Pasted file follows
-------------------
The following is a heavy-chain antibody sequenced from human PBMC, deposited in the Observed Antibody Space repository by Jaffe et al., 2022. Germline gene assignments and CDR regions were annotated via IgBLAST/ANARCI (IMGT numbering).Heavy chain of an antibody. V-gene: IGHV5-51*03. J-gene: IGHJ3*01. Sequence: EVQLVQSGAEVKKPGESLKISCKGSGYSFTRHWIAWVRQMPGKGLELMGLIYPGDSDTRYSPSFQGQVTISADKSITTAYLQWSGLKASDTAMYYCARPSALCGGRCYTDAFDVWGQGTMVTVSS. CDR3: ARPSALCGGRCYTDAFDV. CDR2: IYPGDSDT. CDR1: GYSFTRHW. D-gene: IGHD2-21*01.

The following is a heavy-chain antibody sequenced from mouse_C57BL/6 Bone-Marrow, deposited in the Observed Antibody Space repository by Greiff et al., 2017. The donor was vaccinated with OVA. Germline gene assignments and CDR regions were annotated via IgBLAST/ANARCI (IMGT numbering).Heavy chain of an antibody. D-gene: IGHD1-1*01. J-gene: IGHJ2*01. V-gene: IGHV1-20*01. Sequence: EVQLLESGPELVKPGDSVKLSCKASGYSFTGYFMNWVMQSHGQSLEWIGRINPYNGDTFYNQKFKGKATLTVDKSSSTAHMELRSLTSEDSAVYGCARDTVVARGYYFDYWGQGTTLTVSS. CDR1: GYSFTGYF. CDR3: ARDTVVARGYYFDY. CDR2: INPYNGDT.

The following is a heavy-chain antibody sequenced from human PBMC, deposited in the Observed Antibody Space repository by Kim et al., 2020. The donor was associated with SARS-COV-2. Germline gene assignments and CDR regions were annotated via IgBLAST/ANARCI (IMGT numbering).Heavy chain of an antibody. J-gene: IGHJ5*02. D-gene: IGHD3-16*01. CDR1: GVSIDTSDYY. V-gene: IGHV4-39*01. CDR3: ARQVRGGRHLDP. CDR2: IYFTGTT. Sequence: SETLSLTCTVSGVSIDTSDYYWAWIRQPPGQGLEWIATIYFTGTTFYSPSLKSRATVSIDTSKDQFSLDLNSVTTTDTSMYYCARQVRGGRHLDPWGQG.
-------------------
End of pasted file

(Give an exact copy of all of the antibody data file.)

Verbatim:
The following is a heavy-chain antibody sequenced from human PBMC, deposited in the Observed Antibody Space repository by Jaffe et al., 2022. Germline gene assignments and CDR regions were annotated via IgBLAST/ANARCI (IMGT numbering).Heavy chain of an antibody. V-gene: IGHV5-51*03. J-gene: IGHJ3*01. Sequence: EVQLVQSGAEVKKPGESLKISCKGSGYSFTRHWIAWVRQMPGKGLELMGLIYPGDSDTRYSPSFQGQVTISADKSITTAYLQWSGLKASDTAMYYCARPSALCGGRCYTDAFDVWGQGTMVTVSS. CDR3: ARPSALCGGRCYTDAFDV. CDR2: IYPGDSDT. CDR1: GYSFTRHW. D-gene: IGHD2-21*01.

The following is a heavy-chain antibody sequenced from mouse_C57BL/6 Bone-Marrow, deposited in the Observed Antibody Space repository by Greiff et al., 2017. The donor was vaccinated with OVA. Germline gene assignments and CDR regions were annotated via IgBLAST/ANARCI (IMGT numbering).Heavy chain of an antibody. D-gene: IGHD1-1*01. J-gene: IGHJ2*01. V-gene: IGHV1-20*01. Sequence: EVQLLESGPELVKPGDSVKLSCKASGYSFTGYFMNWVMQSHGQSLEWIGRINPYNGDTFYNQKFKGKATLTVDKSSSTAHMELRSLTSEDSAVYGCARDTVVARGYYFDYWGQGTTLTVSS. CDR1: GYSFTGYF. CDR3: ARDTVVARGYYFDY. CDR2: INPYNGDT.

The following is a heavy-chain antibody sequenced from human PBMC, deposited in the Observed Antibody Space repository by Kim et al., 2020. The donor was associated with SARS-COV-2. Germline gene assignments and CDR regions were annotated via IgBLAST/ANARCI (IMGT numbering).Heavy chain of an antibody. J-gene: IGHJ5*02. D-gene: IGHD3-16*01. CDR1: GVSIDTSDYY. V-gene: IGHV4-39*01. CDR3: ARQVRGGRHLDP. CDR2: IYFTGTT. Sequence: SETLSLTCTVSGVSIDTSDYYWAWIRQPPGQGLEWIATIYFTGTTFYSPSLKSRATVSIDTSKDQFSLDLNSVTTTDTSMYYCARQVRGGRHLDPWGQG.